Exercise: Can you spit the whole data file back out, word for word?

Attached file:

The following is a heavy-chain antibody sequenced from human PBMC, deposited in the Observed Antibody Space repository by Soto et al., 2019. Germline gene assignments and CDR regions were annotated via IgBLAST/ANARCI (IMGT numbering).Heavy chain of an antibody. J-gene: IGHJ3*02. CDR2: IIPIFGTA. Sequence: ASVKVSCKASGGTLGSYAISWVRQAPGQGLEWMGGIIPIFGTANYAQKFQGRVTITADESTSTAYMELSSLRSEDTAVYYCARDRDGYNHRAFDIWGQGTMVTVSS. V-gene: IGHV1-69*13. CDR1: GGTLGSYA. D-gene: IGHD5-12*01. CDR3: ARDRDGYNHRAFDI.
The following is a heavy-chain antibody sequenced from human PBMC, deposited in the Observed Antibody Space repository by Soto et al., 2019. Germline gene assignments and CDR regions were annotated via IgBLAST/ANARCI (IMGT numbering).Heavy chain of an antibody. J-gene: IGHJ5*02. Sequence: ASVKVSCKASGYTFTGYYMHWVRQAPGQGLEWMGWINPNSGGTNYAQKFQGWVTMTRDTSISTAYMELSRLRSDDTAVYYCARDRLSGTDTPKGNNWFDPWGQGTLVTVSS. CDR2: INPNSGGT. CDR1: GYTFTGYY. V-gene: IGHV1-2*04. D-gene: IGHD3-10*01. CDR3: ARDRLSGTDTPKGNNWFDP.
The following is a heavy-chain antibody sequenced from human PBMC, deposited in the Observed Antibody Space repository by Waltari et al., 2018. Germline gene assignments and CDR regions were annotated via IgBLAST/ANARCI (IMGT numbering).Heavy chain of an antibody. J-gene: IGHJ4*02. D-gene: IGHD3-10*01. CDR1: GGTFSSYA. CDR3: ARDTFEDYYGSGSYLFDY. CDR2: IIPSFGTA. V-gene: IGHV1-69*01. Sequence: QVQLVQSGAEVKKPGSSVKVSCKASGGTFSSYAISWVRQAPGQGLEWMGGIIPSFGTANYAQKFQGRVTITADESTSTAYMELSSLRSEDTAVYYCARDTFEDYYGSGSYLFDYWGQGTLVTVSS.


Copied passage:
The following is a heavy-chain antibody sequenced from human PBMC, deposited in the Observed Antibody Space repository by Soto et al., 2019. Germline gene assignments and CDR regions were annotated via IgBLAST/ANARCI (IMGT numbering).Heavy chain of an antibody. J-gene: IGHJ3*02. CDR2: IIPIFGTA. Sequence: ASVKVSCKASGGTLGSYAISWVRQAPGQGLEWMGGIIPIFGTANYAQKFQGRVTITADESTSTAYMELSSLRSEDTAVYYCARDRDGYNHRAFDIWGQGTMVTVSS. V-gene: IGHV1-69*13. CDR1: GGTLGSYA. D-gene: IGHD5-12*01. CDR3: ARDRDGYNHRAFDI.
The following is a heavy-chain antibody sequenced from human PBMC, deposited in the Observed Antibody Space repository by Soto et al., 2019. Germline gene assignments and CDR regions were annotated via IgBLAST/ANARCI (IMGT numbering).Heavy chain of an antibody. J-gene: IGHJ5*02. Sequence: ASVKVSCKASGYTFTGYYMHWVRQAPGQGLEWMGWINPNSGGTNYAQKFQGWVTMTRDTSISTAYMELSRLRSDDTAVYYCARDRLSGTDTPKGNNWFDPWGQGTLVTVSS. CDR2: INPNSGGT. CDR1: GYTFTGYY. V-gene: IGHV1-2*04. D-gene: IGHD3-10*01. CDR3: ARDRLSGTDTPKGNNWFDP.
The following is a heavy-chain antibody sequenced from human PBMC, deposited in the Observed Antibody Space repository by Waltari et al., 2018. Germline gene assignments and CDR regions were annotated via IgBLAST/ANARCI (IMGT numbering).Heavy chain of an antibody. J-gene: IGHJ4*02. D-gene: IGHD3-10*01. CDR1: GGTFSSYA. CDR3: ARDTFEDYYGSGSYLFDY. CDR2: IIPSFGTA. V-gene: IGHV1-69*01. Sequence: QVQLVQSGAEVKKPGSSVKVSCKASGGTFSSYAISWVRQAPGQGLEWMGGIIPSFGTANYAQKFQGRVTITADESTSTAYMELSSLRSEDTAVYYCARDTFEDYYGSGSYLFDYWGQGTLVTVSS.